The Abortion Debate Essay

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Is there – or has there ever been – such a thing as a living fetus? Is the fusion of the sperm with the egg simply an embryo, devoid of value? Is it only truly viable when it is “capable of living, under normal conditions, outside the uterus”? (Breborowicz) Such questions have puzzled mankind for decades! While to some the questions may seem irrelevant, or even childishly simple, my parents have never quite let me forget that “it takes two to start an argument.” So for some, obviously, it is not a simple matter at all. In fact, both sides of what is known as the Abortion Debate hold views on personhood, human rights, and even life itself that are vastly contrary to one another. One particular point of discussion between pro-life and pro-choice advocates is that of the definition of life: when does a fetus gain the status of a living human being? The answer to this question is of no small consequence, as the issue at stake is whether or not the…show more content…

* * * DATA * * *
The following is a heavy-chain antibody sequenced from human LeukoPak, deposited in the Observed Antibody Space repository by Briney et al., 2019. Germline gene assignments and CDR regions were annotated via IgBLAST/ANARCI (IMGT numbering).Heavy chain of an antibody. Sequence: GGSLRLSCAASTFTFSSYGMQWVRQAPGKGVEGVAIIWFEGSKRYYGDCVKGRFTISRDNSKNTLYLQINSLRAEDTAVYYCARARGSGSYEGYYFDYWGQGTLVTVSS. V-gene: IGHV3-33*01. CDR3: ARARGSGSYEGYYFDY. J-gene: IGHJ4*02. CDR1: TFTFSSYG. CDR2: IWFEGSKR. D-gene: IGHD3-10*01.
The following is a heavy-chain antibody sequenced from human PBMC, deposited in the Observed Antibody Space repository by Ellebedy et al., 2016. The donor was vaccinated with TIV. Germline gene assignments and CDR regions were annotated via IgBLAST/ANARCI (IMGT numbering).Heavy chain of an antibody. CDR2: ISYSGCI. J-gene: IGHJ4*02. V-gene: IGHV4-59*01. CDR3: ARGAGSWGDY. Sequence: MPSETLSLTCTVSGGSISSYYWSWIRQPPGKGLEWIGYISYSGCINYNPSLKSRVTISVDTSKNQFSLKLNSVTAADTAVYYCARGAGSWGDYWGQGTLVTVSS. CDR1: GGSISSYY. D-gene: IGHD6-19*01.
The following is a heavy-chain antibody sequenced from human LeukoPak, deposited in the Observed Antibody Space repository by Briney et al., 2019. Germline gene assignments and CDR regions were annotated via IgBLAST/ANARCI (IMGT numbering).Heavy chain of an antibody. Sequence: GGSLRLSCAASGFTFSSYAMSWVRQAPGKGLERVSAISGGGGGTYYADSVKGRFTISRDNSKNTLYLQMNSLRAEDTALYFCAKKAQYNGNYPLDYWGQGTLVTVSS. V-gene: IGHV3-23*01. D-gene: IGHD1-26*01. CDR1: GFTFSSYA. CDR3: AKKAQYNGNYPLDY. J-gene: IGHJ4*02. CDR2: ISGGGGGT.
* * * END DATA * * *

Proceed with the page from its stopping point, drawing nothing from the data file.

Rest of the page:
It might seem odd, but think – only for a moment – of death as the lack of life. Just as a darkness is the absence of light, nothingness the absence of “things,” and emptiness the absence of contents, so too is death the lack of life. With that in mind, it is well in order to define death, as by doing so, we can easily find its opposite. What, then, are the characteristics of death? It would be reasonable to say that if an organism has no heartbeat or perceivable brain function, it could be called dead. An object such as a boulder, then, would be dead. It would follow, then, that life is at least partially constituted by the pumping of blood through the heart, as well as the presence of brain waves. It could further the stipulated that death is constituted by an inability to reproduce one’s DNA. Look at the skin, for

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